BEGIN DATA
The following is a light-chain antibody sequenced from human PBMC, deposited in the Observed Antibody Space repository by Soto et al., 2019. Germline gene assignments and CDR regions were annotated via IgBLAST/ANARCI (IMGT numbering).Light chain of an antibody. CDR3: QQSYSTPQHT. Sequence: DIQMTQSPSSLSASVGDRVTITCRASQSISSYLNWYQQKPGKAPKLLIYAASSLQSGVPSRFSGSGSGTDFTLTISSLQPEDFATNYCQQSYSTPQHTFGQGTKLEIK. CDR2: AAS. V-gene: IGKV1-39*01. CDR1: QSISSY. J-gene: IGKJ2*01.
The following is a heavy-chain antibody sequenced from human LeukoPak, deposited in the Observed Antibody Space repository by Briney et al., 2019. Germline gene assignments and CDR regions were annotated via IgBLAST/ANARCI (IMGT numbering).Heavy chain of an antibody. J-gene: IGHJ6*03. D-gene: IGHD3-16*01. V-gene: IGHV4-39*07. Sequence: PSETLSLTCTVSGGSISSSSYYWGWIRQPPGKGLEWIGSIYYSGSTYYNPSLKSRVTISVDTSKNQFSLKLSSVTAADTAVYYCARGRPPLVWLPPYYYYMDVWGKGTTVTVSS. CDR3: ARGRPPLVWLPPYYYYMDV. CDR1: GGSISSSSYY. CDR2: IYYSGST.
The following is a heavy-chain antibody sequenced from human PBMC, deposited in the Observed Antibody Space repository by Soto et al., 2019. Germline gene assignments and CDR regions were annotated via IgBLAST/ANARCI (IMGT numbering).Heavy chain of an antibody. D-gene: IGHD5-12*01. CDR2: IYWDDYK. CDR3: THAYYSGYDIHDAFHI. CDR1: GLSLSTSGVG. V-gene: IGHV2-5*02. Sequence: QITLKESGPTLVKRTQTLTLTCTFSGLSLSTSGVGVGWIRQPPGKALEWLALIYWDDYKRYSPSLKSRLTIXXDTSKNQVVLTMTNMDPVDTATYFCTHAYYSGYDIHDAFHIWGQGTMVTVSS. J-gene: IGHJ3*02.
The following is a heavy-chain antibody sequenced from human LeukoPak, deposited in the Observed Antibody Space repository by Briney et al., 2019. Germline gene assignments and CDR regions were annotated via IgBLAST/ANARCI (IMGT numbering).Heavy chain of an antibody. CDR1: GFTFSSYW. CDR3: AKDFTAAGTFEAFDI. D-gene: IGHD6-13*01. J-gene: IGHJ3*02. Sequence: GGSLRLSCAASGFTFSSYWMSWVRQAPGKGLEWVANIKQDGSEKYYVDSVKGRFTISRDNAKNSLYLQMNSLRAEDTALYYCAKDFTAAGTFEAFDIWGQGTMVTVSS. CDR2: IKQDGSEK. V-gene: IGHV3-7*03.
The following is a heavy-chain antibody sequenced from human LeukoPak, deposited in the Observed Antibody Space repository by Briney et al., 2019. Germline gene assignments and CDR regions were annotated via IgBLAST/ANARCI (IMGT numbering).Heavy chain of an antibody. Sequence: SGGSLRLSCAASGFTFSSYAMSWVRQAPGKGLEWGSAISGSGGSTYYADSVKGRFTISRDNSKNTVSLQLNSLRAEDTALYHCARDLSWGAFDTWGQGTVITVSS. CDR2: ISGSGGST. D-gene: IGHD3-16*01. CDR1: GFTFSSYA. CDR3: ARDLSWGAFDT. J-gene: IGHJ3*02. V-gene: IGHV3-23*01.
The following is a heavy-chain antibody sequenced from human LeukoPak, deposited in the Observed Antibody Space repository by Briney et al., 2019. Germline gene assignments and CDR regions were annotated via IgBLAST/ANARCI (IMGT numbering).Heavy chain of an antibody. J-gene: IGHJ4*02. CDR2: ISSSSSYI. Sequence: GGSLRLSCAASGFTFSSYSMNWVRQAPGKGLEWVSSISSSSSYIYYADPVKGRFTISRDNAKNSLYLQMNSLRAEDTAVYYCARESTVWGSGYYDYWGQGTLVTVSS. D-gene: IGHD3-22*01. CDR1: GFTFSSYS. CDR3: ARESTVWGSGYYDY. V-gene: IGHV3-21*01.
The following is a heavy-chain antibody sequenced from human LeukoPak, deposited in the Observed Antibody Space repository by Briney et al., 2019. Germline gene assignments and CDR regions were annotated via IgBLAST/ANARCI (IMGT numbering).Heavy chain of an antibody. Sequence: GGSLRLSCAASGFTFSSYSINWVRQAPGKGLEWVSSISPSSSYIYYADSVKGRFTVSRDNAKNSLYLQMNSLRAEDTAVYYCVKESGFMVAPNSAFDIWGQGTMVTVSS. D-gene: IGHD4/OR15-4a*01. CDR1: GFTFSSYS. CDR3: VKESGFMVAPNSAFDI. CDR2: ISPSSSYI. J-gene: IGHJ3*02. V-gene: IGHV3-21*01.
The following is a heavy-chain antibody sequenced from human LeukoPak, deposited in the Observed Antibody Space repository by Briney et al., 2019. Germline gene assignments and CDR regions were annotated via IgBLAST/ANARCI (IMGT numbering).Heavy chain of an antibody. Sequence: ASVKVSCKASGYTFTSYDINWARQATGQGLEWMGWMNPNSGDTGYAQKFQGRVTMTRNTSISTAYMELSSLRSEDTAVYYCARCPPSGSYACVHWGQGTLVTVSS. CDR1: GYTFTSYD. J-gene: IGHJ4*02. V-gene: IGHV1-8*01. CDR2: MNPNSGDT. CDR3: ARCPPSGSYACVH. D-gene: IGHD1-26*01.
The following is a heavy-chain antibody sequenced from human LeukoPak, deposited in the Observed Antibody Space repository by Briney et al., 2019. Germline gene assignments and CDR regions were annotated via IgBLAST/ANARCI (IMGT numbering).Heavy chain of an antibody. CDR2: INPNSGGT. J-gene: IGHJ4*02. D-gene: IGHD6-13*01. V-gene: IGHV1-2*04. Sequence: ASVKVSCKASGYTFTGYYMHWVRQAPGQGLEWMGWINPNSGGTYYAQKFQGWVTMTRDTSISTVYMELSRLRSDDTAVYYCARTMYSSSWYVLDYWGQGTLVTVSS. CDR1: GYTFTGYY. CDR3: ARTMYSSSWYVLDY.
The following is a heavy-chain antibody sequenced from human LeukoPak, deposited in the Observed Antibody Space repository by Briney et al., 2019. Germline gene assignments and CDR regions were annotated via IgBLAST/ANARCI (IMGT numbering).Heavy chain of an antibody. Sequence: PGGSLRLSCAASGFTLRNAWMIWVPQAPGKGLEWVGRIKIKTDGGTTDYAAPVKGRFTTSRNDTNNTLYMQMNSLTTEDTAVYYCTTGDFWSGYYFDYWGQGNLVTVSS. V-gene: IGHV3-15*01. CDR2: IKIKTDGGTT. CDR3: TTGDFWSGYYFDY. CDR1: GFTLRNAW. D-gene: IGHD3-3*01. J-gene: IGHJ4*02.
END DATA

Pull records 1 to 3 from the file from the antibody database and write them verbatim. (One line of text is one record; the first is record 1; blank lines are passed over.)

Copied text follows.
The following is a light-chain antibody sequenced from human PBMC, deposited in the Observed Antibody Space repository by Soto et al., 2019. Germline gene assignments and CDR regions were annotated via IgBLAST/ANARCI (IMGT numbering).Light chain of an antibody. CDR3: QQSYSTPQHT. Sequence: DIQMTQSPSSLSASVGDRVTITCRASQSISSYLNWYQQKPGKAPKLLIYAASSLQSGVPSRFSGSGSGTDFTLTISSLQPEDFATNYCQQSYSTPQHTFGQGTKLEIK. CDR2: AAS. V-gene: IGKV1-39*01. CDR1: QSISSY. J-gene: IGKJ2*01.
The following is a heavy-chain antibody sequenced from human LeukoPak, deposited in the Observed Antibody Space repository by Briney et al., 2019. Germline gene assignments and CDR regions were annotated via IgBLAST/ANARCI (IMGT numbering).Heavy chain of an antibody. J-gene: IGHJ6*03. D-gene: IGHD3-16*01. V-gene: IGHV4-39*07. Sequence: PSETLSLTCTVSGGSISSSSYYWGWIRQPPGKGLEWIGSIYYSGSTYYNPSLKSRVTISVDTSKNQFSLKLSSVTAADTAVYYCARGRPPLVWLPPYYYYMDVWGKGTTVTVSS. CDR3: ARGRPPLVWLPPYYYYMDV. CDR1: GGSISSSSYY. CDR2: IYYSGST.
The following is a heavy-chain antibody sequenced from human PBMC, deposited in the Observed Antibody Space repository by Soto et al., 2019. Germline gene assignments and CDR regions were annotated via IgBLAST/ANARCI (IMGT numbering).Heavy chain of an antibody. D-gene: IGHD5-12*01. CDR2: IYWDDYK. CDR3: THAYYSGYDIHDAFHI. CDR1: GLSLSTSGVG. V-gene: IGHV2-5*02. Sequence: QITLKESGPTLVKRTQTLTLTCTFSGLSLSTSGVGVGWIRQPPGKALEWLALIYWDDYKRYSPSLKSRLTIXXDTSKNQVVLTMTNMDPVDTATYFCTHAYYSGYDIHDAFHIWGQGTMVTVSS. J-gene: IGHJ3*02.